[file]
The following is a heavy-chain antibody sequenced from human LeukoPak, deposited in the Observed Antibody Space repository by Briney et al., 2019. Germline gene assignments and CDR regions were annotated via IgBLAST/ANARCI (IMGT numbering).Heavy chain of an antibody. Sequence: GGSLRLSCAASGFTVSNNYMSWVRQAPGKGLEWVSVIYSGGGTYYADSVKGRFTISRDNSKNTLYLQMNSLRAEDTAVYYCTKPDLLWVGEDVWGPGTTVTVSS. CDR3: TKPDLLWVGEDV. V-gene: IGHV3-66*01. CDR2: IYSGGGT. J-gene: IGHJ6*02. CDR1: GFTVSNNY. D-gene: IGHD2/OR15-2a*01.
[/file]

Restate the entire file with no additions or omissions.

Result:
The following is a heavy-chain antibody sequenced from human LeukoPak, deposited in the Observed Antibody Space repository by Briney et al., 2019. Germline gene assignments and CDR regions were annotated via IgBLAST/ANARCI (IMGT numbering).Heavy chain of an antibody. Sequence: GGSLRLSCAASGFTVSNNYMSWVRQAPGKGLEWVSVIYSGGGTYYADSVKGRFTISRDNSKNTLYLQMNSLRAEDTAVYYCTKPDLLWVGEDVWGPGTTVTVSS. CDR3: TKPDLLWVGEDV. V-gene: IGHV3-66*01. CDR2: IYSGGGT. J-gene: IGHJ6*02. CDR1: GFTVSNNY. D-gene: IGHD2/OR15-2a*01.